The lack of coverage of the NASA/NOAA reports made me also wonder: Have we grown numb to the record-breaking heat our planet experiences on a now annual basis?

I don't have an answer to that. And as an environmental reporter, I know well the debates about how to report on climate change — more on solutions, for instance — in ways that will better engage and empower readers, listeners and viewers, rather than leave them curled up in a ball in the corner.

I don't have all those answers, either. But I do believe that amplifying coverage of climate change, period, is an important part of it, instead of cordoning it to Earth Day segments and international climate summits. While the media landscape has transformed dramatically the past two decades, core principles of when and where a news publication places a story, and how much space it gives it, still stand.

Back on the TV Thursday night, there were some positive signs. CBS Evening News ran a lengthy segment on rural Alabama communities that lacked septic systems, and connected it to funding earmarked in the infrastructure act to address such issues. It was an important environmental justice story that followed up on an investigation by "60 Minutes" in December.

But the coverage of the latest planetary warming report shows there's ample room for journalism to improve on climate change. In "Don't Look Up," as politicians and networks focused on scandals and short-term priorities, the comet continued toward Earth. And the NASA/NOAA reports show that in our real world, even as major news develops — be it critical legislative debates, tabloid scandals and even a pandemic — the planet continues to grow hotter and hotter.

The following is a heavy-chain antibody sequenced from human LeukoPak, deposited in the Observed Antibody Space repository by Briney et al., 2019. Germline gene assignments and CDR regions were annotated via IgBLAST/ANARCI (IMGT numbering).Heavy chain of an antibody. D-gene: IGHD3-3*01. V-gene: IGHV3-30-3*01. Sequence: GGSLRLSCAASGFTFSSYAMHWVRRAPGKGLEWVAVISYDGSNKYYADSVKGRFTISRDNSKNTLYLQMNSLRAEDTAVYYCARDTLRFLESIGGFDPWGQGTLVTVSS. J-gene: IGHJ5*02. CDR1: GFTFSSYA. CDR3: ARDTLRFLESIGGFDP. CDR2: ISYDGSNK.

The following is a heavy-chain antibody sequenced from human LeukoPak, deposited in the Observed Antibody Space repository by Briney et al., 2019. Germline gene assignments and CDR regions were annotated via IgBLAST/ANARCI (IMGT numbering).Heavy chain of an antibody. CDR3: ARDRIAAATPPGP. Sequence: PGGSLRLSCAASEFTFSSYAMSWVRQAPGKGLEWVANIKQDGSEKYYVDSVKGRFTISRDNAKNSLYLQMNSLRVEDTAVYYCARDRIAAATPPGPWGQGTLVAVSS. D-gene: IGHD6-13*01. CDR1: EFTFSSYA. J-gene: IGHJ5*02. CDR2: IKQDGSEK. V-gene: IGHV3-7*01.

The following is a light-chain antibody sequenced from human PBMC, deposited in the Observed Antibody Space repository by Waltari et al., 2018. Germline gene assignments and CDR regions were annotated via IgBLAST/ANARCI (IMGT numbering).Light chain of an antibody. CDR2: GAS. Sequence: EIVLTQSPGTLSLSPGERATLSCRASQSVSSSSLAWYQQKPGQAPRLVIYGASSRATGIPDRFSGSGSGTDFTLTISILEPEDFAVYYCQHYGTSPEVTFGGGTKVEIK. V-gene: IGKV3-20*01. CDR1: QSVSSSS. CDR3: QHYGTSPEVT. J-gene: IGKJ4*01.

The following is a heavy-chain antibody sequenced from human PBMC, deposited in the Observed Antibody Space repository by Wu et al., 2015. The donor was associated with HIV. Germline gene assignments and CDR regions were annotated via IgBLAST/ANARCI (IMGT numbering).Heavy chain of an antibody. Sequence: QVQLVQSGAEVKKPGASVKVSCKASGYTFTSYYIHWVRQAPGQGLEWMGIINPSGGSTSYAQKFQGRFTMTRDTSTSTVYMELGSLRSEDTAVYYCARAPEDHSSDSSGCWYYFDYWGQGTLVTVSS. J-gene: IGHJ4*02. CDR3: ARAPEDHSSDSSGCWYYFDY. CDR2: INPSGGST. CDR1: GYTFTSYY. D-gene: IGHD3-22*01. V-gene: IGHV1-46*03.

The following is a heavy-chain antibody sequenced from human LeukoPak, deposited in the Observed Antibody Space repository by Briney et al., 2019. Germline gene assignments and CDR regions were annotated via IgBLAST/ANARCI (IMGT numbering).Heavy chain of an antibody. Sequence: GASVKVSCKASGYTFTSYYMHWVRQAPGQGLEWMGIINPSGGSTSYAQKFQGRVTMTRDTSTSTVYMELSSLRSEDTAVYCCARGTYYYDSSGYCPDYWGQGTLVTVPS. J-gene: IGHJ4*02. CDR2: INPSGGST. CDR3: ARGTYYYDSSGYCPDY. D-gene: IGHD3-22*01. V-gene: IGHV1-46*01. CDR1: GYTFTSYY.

It's up to us to decide if we'll look up to notice it, and then how we'll act.


What's new on EarthBeat this week:

  • A photo exhibit in Rome featuring captivating images of Amazonia shows both the majesty and the fragility of the globally critical region, Cardinal Michael Czerny told NCR Vatican correspondent Christopher White.
     
  • Do you still have unwanted presents from the holiday season you're planning to return? If so, you might consider the true environmental cost that comes with the return process, writes Céire Kealty in an eye-opening commentary.
     
  • A coalition of religious representatives and laypeople condemned the murder of an Indigenous leader in Honduras who was active in environmental, education and human rights initiatives, reports David Agren for Catholic News Service.
     
  • More than 70 earthworks in Southern Ohio, constructed by the Indigenous Adena and Hopewell cultures, have become a religious flashpoint as their descendants say other spiritual groups have used them in ways that damage the sites and disrespect their beliefs. Diana Kruzman has the story for Religion News Service.
     
  • Starting Tuesday, EarthBeat will have a new head when Stephanie Clary officially begins as NCR environment editor. Meet her here.

What's happening in other climate news:


Upcoming events:

The Catholic Climate Covenant will debut its new "Ecospirituality Nights" virtual series on Jan. 31 with a presentation by Christina Leaño, associate director of Laudato Si' Movement. The live event will run from 7:30-8:30, Eastern, and will feature English-Spanish interpretation.

You can find more information about this and other events on the EarthBeat Events page, and you can add your own group's events here.


Final beat:

Near the end of 2020, Stefan Hostetter invited me to speak with Green Majority Radio, on CIUT 89.5 out of Toronto, about EarthBeat's "Estate Plan for the Earth" special reporting project. It was a good conversation about all things land preservation, conservation easements, Laudato Si' and even the pope's potential visit to Canada.

The interview was broadcast last Friday (Jan. 7), and you can give it a listen here. As an added incentive, the episode also features a discussion on "Don't Look Up."

As always, please forward this email, or pass along the link to EarthBeat Weekly on our website, to a friend who might appreciate EarthBeat.

And of course, thanks to you for reading.

 

Brian Roewe
NCR environment correspondent
broewe@ncronline.org